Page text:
What parts of public health interested you the most during your time as a student?
I really value public health’s focus on improving the health of an entire population. I plan to attend medical school and become a physician, and I appreciate medicine's individual approach to health. But the fundamental goal of public health working upstream to search for factors that cause illness is fascinating. In my work with disenfranchised communities, I've discovered the powerful impact of educational campaigns, research initiatives, policy change, and community action. Those are powerful tools to affect change for many.
Part of Paani's evolving scope of work includes developing educational programs, like this session held in Pakistan.
How did your education and experiences at the School of Public Health prepare you for life after graduation?
After graduation, I was accepted into a funded research fellowship under the American Pakistan Foundation (APF). I worked as a research analyst for the National Rural Support Programme in Pakistan. In this role, I traveled to villages across Pakistan to analyze correlations between water contamination, climate change, and health outcomes. I would present my findings to Pakistani policymakers and develop manuscripts for publication.
All the skills I sharpened at Michigan Public Health are being put to use now: designing a study, data collection, presenting and communicating—as well as time management.
The statistic might read 53,000 children under the age of 5 died of diarrheal-related illnesses. Now I know some of the names, faces, and stories attached to those numbers.
What I've gained since graduation is profound. In class, we analyzed and studied statistics. Now that I'm in the field speaking with village leaders, children, and many others, those statistics become the faces of the communities I work with. The statistic might read 53,000 children under the age of 5 died of diarrheal-related illnesses. Now I know some of the names, faces, and stories attached to those numbers.
How has your work with Paani continued since leaving campus?
Our organization has been blessed with a constant influx of professionals willing to help. We started with six individuals, including myself. Now we have hundreds of volunteers across the globe. These amazing people allow us to continue to push the limits of what we can accomplish. In our first year we were awarded grants from Optimize, Google, and Microsoft; raised more than $100,000; built over 300 wells; created partnerships throughout Pakistan; and worked on topics from telemedicine to well development to education. It's been a whirlwind, but it has been so meaningful.
Personally, I had to learn I can't do everything. I am passionate about working with refugees and also formerly incarcerated people. But I’ve had to make hard choices to pass certain projects on to other capable people. Public health takes all of us, and I'm grateful to be in this community. I'm also grateful that I can invest fully in Paani.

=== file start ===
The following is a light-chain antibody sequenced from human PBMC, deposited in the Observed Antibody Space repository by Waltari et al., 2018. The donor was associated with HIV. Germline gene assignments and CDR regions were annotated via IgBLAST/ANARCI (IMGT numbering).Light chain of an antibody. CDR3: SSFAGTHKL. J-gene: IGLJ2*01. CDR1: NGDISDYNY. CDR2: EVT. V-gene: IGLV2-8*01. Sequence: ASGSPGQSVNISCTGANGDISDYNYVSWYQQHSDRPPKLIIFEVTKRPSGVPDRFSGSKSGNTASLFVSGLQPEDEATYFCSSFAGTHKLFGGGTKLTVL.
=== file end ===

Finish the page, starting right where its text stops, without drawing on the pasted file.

Following graduation, Omar Ilyas (foreground on the right) worked for the American Pakistan Foundation as a research analyst and traveled throughout Pakistan to meet with residents to discuss water contamination and health.
What does the future hold for Paani?
At our core, we are still working to construct wells in areas with no accessible water. Since getting started in 2018, however, our scope has expanded. We have seen devastating health outcomes of water contamination, and we want to ensure people have access to quality health care and clean water.
To ensure people are properly educated on the dangers of using contaminated water, we launched and disseminated a public health education curriculum highlighting the importance of proper hygiene. We partnered with grassroots organizations in Pakistan to provide basic education to child labourers, hoping to disrupt generational poverty within the poorest families. We are currently working with a group of engineers on telemedicine and the digitization of health records. Our goal started with ensuring that people have access to clean water—but we aspire to do so much more.
How has the coronavirus pandemic altered your work?
Our focus has always been providing clean water and increasing access to health care and education. But when our fundamental human challenges shift, it is important for us to shift and adapt to circumstances. In response to the pandemic, we have supplied more than one million meals to low-income individuals in rural Pakistan and have provided clothes and personal items to more than 100 orphans and widows. We have worked to secure over $500,000 in medical supplies to be delivered to a hospital at the epicenter of the coronavirus pandemic. At our core, we are a humanitarian organization that strives to provide the most relevant initiatives for vulnerable communities’ most pressing needs. Hopefully we are able to continue doing that.
- Interested in a bachelor's degree in public health? Learn more
- Read more about bachelor's students and recent alumni
- Support students like Omar